Steak in Cow Town or, Steaks 101 by Chris BecickaAs hard as we’ve tried to get rid of the label, it sticks. It should. We should be proud of it; shout it from the tops of the Bartle Hall pylons. Cow Town. Kansas City is the home of steaks, renowned for steaks, celebrated for steaks. At least by us. Cow Town. And so, we know everything there is to know about steaks, right?
Not so fast. Some of us may be steak snobs, but most of us, if questioned, would inevitably display a lack, yes, a veritable lack of knowledge. We aim to remedy this situation with a few, just a few, basics that everyone should know. Let’s get to the meat of the matter now.
The first is what cut of steak you want – and why. This should be easy. Understand that you’re eating muscle and the less work those muscles do, the more tender the steak. Please picture a cow right now. At the top of the cow, right behind its ribs, is the loin (or backstrap) area – hence the name tenderloin (or filet mignon). This part doesn’t have much connective tissue, doesn’t do much (if any) work and consequently is the most tender. Its tenderness and the comparatively small size of the loin together guarantee it is the most expensive cut of the cow, ounce for ounce. It is also where most steakhouse cuts come from. (See the Cut box.)
The loin is subdivided into the short loin as well as sirloin. The short loin provides the aforementioned tenderloin, T-bone, strip, porterhouse (just a T-bone with a larger loin half) and hangar – and others not seen so often in steakhouses. Another tender cut of beef is from the rib area, right next to the loin. The backbone and ribs supply the filet of rib, cowboy steak (a bone-in rib eye), and the rib eye steak. The 7th to 12th of the posterior six ribs provide prime rib.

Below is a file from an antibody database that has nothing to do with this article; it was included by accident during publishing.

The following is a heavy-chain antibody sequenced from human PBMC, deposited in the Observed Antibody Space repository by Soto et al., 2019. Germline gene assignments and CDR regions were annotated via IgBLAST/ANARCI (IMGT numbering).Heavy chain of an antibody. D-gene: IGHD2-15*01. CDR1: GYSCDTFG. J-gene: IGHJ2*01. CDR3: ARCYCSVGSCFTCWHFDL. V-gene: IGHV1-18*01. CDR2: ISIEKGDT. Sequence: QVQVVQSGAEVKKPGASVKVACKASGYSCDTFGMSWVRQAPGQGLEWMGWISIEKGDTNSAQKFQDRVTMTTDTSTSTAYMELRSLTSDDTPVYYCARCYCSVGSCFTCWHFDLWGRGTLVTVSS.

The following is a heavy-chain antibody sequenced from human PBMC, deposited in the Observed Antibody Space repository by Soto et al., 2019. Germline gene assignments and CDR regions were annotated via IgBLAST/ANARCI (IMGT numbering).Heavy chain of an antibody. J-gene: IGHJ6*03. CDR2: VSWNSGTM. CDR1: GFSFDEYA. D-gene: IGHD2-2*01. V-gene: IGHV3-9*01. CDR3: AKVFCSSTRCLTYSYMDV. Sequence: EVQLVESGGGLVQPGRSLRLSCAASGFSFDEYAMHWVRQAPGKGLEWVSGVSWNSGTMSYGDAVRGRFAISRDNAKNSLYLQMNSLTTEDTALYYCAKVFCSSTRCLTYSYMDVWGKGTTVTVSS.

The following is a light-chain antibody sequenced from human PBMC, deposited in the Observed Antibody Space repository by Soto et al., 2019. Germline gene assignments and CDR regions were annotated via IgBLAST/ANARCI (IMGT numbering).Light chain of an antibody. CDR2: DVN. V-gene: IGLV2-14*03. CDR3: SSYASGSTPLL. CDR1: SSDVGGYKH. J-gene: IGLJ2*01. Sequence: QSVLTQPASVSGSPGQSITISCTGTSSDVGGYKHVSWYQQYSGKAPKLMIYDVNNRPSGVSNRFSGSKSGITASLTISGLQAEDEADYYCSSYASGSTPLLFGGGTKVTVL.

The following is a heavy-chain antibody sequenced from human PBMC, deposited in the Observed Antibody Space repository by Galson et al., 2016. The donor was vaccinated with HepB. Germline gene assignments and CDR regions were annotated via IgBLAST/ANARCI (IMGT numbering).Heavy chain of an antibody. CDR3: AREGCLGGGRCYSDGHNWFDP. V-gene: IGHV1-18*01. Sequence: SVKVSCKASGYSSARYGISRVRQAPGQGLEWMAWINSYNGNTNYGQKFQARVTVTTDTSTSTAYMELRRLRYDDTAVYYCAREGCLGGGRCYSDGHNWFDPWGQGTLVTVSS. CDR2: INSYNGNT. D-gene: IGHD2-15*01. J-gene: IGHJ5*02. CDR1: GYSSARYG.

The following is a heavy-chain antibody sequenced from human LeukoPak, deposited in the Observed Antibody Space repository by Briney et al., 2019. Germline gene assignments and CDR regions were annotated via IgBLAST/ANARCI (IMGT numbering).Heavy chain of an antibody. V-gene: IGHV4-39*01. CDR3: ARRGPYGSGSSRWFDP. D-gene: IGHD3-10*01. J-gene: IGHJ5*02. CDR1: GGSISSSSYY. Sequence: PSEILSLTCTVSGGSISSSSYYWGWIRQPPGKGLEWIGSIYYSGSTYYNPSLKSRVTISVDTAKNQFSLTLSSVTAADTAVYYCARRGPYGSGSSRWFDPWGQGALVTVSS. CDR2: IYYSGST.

With basic anatomy and nomenclature out of the way, there are three things left. One is temperature (see Baby box), next grading (see When box), and finally, aging. Temperature is easy and some restaurants now have it written down for you. Keep in mind the U.S. Department of Agriculture recommends a temperature of at least 145°F in order to prevent foodborne illness – a temperature I regard as flavor killing as well.
Finally, a quick look at aging. Wet aging means the beef has been stored in vacuum packaging and refrigerated to weaken proteins which makes the beef more tender. Dry aging means hanging ribs and loins in humidity controlled coolers. The subsequent evaporation concentrates remaining proteins. Most of the tenderizing effect occurs in the first ten days. Premium steakhouses typically dry age for 21 to 28 days or wet age up to 45 days for maximum effect on flavor and tenderness and all waiters can tell you why their process is the best.
Now that you know a bit more of what is entailed in a really great, high quality steak, how does all this translate at some superb steak restaurants in town? Take a look at our chart (and go to Steak 101 by Chris Becicka for the full version) and then try each restaurant, one at a time. These steaks are worth the price! And you’ll be soooo happy you live in Cow Town!